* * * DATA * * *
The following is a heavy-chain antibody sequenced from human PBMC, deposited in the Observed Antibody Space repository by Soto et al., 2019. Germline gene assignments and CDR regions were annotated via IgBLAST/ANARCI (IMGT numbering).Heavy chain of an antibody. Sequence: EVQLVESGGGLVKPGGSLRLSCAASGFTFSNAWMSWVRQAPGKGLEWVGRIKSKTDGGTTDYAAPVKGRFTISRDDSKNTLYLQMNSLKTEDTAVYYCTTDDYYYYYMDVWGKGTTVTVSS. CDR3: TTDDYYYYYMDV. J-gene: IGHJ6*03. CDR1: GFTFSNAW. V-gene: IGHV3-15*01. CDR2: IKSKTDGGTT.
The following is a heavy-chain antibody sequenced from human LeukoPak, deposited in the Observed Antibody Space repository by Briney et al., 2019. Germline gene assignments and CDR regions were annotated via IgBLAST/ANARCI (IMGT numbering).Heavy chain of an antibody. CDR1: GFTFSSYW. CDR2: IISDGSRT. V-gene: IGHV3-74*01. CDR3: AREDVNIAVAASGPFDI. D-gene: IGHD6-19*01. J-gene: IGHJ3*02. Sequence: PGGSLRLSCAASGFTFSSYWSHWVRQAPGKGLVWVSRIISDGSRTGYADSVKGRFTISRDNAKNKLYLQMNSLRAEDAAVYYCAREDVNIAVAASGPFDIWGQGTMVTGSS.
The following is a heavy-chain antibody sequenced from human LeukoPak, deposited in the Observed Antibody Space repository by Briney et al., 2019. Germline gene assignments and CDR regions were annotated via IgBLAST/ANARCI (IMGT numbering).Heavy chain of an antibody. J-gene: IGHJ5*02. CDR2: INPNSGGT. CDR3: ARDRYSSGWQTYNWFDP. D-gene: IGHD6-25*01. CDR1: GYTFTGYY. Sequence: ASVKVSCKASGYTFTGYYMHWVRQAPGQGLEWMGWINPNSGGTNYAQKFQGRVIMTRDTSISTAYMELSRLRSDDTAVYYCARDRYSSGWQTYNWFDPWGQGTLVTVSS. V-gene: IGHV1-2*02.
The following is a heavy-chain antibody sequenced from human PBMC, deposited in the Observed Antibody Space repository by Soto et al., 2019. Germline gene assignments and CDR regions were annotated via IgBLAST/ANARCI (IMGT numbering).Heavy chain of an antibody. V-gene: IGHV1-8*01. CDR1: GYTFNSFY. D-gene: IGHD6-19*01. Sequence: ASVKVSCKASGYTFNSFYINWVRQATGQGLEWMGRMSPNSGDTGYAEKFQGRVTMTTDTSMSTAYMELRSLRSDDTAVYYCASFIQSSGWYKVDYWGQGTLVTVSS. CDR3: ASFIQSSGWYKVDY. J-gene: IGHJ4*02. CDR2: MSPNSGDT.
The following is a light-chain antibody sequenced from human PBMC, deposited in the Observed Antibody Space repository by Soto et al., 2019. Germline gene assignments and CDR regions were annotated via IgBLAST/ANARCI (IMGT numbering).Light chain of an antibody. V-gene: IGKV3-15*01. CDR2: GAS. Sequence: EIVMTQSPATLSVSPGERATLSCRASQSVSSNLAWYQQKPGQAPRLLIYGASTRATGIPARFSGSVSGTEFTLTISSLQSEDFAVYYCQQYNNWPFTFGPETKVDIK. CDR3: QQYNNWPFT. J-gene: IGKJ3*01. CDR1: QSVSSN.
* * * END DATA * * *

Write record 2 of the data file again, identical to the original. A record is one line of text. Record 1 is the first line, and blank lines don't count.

The following is a heavy-chain antibody sequenced from human LeukoPak, deposited in the Observed Antibody Space repository by Briney et al., 2019. Germline gene assignments and CDR regions were annotated via IgBLAST/ANARCI (IMGT numbering).Heavy chain of an antibody. CDR1: GFTFSSYW. CDR2: IISDGSRT. V-gene: IGHV3-74*01. CDR3: AREDVNIAVAASGPFDI. D-gene: IGHD6-19*01. J-gene: IGHJ3*02. Sequence: PGGSLRLSCAASGFTFSSYWSHWVRQAPGKGLVWVSRIISDGSRTGYADSVKGRFTISRDNAKNKLYLQMNSLRAEDAAVYYCAREDVNIAVAASGPFDIWGQGTMVTGSS.